In Fry’s Techish Delight I wrote about the gadget list selected by Stephen Fry. As promised I said I would write about my top five gizmos. I imagine the expectation has been almost too much to bear…
My number five is the ZX Spectrum 48k. In Fry’s list it ranked at number 72, but for me it is much more important than that. The 48k was the computer that kindled my love of technology. It was the machine that taught a generation that gaming could be fun, but importantly it was also a creative device.
Everything about the machine was great. From the rubber keys which made that satisfying blip click each time you typed. It looked great (at least it did in 1982) It had a Starksy and Hutch-style paint job and one of it’s exciting features was the ability to change the colour border on your TV. I know, AMAZE.
The other great thing about the machine was that it stimulated the imagination. The Spectrum was supported by games in a way that the much more businesslike BBC micro school computers weren’t. You could play platform games like manic miner, adventure games like the Hobbit and Minder. You could be a Football Manager or player with sensible soccer. What was not to love.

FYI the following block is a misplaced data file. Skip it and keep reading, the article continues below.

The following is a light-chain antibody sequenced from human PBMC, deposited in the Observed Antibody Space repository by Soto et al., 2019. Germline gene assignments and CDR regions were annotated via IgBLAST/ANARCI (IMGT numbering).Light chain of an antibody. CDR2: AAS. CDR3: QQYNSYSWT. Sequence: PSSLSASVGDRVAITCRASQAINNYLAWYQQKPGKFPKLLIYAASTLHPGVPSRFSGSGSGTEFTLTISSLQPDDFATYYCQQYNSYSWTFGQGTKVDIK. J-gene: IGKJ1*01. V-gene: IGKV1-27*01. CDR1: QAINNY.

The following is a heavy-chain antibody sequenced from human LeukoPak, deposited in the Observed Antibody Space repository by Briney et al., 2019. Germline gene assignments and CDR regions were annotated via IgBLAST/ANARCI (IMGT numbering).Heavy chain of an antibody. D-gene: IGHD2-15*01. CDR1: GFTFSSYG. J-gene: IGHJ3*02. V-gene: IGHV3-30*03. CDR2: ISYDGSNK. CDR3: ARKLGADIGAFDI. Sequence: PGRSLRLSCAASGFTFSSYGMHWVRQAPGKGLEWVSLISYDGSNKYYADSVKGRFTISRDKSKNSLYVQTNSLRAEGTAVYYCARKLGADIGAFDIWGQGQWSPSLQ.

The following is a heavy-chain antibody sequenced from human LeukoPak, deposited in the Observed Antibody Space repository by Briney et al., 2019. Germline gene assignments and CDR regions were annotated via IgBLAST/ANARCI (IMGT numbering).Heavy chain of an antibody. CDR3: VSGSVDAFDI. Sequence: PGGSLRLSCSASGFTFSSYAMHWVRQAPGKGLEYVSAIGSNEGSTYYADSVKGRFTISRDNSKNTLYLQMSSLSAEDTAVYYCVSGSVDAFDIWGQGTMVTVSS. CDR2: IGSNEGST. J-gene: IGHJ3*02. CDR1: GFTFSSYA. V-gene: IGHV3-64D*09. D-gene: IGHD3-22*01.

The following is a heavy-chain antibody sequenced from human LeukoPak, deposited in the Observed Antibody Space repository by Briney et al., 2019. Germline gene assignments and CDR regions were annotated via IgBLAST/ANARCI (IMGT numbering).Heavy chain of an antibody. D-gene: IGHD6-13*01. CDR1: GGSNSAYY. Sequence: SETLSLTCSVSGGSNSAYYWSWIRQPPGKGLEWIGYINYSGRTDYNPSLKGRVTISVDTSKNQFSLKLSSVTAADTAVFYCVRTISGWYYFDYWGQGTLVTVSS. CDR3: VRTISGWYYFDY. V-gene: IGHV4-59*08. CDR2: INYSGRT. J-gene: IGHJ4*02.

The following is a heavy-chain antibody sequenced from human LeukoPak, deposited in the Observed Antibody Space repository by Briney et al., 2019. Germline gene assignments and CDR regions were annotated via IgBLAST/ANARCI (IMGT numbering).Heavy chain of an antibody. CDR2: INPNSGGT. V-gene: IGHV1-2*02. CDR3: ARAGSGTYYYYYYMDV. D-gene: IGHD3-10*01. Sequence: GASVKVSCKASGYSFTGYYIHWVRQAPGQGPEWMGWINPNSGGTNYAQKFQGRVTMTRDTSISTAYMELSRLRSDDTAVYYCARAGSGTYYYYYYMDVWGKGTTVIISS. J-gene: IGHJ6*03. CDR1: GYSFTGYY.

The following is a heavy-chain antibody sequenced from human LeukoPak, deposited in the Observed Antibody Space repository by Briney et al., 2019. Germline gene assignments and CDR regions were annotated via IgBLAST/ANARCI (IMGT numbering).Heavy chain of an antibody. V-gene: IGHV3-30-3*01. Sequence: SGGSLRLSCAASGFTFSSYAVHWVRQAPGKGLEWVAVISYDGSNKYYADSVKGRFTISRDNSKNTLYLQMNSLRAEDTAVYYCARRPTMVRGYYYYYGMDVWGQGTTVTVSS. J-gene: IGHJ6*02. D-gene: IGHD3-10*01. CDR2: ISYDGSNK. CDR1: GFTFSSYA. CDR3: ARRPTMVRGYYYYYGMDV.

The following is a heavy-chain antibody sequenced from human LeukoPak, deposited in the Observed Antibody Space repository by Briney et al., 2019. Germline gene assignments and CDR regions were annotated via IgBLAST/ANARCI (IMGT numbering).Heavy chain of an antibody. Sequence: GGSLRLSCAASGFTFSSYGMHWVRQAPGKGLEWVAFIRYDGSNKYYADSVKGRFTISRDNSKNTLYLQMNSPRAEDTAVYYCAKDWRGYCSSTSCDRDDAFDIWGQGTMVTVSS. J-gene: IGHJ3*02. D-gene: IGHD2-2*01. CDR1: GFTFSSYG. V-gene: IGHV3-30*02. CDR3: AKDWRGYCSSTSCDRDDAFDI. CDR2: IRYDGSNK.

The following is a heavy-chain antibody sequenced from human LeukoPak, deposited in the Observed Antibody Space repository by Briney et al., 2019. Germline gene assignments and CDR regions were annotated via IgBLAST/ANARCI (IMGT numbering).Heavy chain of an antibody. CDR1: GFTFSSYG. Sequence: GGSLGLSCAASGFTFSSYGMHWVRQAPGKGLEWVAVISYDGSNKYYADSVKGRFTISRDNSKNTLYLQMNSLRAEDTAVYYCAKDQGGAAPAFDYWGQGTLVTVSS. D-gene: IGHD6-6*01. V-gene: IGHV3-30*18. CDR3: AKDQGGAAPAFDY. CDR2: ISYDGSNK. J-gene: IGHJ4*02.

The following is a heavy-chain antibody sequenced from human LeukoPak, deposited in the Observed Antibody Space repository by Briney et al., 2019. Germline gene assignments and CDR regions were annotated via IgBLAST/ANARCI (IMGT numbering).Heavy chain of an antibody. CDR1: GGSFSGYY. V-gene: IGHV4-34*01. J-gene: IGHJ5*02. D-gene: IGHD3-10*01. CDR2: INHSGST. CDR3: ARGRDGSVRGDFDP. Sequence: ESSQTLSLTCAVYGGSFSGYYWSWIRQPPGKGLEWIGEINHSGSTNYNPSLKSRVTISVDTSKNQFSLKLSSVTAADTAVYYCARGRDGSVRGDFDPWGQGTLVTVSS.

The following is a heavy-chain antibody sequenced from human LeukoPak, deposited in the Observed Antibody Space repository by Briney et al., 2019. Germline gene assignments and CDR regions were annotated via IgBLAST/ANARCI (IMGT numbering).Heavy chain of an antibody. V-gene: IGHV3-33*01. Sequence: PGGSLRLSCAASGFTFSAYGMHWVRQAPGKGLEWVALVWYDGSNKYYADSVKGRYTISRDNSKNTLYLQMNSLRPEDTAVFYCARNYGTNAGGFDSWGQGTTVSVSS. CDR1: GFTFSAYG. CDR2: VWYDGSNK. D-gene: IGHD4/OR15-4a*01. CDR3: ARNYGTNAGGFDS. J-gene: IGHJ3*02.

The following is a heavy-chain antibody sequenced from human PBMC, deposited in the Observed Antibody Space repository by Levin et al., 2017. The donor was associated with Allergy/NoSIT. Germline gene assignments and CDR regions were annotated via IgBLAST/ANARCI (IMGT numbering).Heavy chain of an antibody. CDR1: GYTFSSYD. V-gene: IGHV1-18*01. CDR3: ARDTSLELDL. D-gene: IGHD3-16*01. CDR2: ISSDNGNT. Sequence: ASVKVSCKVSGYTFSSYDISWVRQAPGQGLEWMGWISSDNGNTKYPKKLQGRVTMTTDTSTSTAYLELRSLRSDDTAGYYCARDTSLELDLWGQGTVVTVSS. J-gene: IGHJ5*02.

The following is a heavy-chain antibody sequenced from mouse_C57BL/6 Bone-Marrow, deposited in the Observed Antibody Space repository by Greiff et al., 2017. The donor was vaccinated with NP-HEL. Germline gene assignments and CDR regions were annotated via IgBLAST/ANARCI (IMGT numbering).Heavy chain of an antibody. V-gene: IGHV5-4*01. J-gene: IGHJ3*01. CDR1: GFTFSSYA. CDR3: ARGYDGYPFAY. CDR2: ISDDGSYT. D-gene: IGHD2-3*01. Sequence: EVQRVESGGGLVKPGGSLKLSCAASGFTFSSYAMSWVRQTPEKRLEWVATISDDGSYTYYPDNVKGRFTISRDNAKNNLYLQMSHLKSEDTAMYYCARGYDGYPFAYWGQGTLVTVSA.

I also remember my friend using his simple dial-up modem to ‘hack into’ the flight arrival computer – by that I mean he could display flight arrivals on his TV screen. We felt like Matthew Broderick from War Games, in reality we’d just re-invented Teletext.
We created a library database so our friends could share books – mainly Clive Cussler’s novels as I recall. We created a football database for Norwich goalscorers. We basically made lists.
It was also one of the first computers to be supported by the media. Magazines would provide gaming tips and cheats and simple programmes to write. It taught you a skill (one I sadly then neglected) and one which you could experiment with.
You would spend hours (I mean hours) typing in code to create really simple games or pictures. Perhaps life was simpler then…
However we’re now seeing the emergence of the focus on these practical skills. Open Hardware, the Maker movement and the new £15 computer are extensions of what the Spectrum allowed a group of ten and 11-year olds to do 30 years-ago.
I loved the Spectrum. Despite the fact I then got hold of the ‘massively’ powerful Commodore 64, the Spectrum was the start of a life-long love affair with all things tech.
Coming next: the iPod